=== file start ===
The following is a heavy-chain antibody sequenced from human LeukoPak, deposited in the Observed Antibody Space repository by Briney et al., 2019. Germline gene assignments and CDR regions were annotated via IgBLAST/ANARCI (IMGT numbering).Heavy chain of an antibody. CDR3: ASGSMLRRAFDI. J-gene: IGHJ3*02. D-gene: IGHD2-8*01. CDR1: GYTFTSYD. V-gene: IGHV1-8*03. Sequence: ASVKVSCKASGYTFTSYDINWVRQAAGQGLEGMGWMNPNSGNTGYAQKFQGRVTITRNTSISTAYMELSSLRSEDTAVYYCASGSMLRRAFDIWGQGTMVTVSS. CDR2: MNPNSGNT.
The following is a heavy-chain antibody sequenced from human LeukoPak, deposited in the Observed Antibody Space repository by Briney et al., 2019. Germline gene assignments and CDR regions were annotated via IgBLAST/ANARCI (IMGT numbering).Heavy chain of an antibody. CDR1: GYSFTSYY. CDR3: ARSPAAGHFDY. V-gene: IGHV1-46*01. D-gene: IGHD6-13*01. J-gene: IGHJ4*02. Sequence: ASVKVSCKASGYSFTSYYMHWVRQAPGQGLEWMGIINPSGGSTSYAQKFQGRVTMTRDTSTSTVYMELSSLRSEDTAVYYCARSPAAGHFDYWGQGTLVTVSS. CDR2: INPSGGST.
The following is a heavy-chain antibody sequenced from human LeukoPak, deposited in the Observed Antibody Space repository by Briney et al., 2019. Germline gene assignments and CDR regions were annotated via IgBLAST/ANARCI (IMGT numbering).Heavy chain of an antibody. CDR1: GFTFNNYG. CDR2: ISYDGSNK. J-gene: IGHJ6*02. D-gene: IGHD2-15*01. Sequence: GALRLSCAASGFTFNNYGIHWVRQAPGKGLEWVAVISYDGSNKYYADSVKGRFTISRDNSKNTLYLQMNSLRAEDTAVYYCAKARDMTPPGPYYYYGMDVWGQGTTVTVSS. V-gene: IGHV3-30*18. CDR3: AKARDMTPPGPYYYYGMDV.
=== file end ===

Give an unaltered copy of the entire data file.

The following is a heavy-chain antibody sequenced from human LeukoPak, deposited in the Observed Antibody Space repository by Briney et al., 2019. Germline gene assignments and CDR regions were annotated via IgBLAST/ANARCI (IMGT numbering).Heavy chain of an antibody. CDR3: ASGSMLRRAFDI. J-gene: IGHJ3*02. D-gene: IGHD2-8*01. CDR1: GYTFTSYD. V-gene: IGHV1-8*03. Sequence: ASVKVSCKASGYTFTSYDINWVRQAAGQGLEGMGWMNPNSGNTGYAQKFQGRVTITRNTSISTAYMELSSLRSEDTAVYYCASGSMLRRAFDIWGQGTMVTVSS. CDR2: MNPNSGNT.
The following is a heavy-chain antibody sequenced from human LeukoPak, deposited in the Observed Antibody Space repository by Briney et al., 2019. Germline gene assignments and CDR regions were annotated via IgBLAST/ANARCI (IMGT numbering).Heavy chain of an antibody. CDR1: GYSFTSYY. CDR3: ARSPAAGHFDY. V-gene: IGHV1-46*01. D-gene: IGHD6-13*01. J-gene: IGHJ4*02. Sequence: ASVKVSCKASGYSFTSYYMHWVRQAPGQGLEWMGIINPSGGSTSYAQKFQGRVTMTRDTSTSTVYMELSSLRSEDTAVYYCARSPAAGHFDYWGQGTLVTVSS. CDR2: INPSGGST.
The following is a heavy-chain antibody sequenced from human LeukoPak, deposited in the Observed Antibody Space repository by Briney et al., 2019. Germline gene assignments and CDR regions were annotated via IgBLAST/ANARCI (IMGT numbering).Heavy chain of an antibody. CDR1: GFTFNNYG. CDR2: ISYDGSNK. J-gene: IGHJ6*02. D-gene: IGHD2-15*01. Sequence: GALRLSCAASGFTFNNYGIHWVRQAPGKGLEWVAVISYDGSNKYYADSVKGRFTISRDNSKNTLYLQMNSLRAEDTAVYYCAKARDMTPPGPYYYYGMDVWGQGTTVTVSS. V-gene: IGHV3-30*18. CDR3: AKARDMTPPGPYYYYGMDV.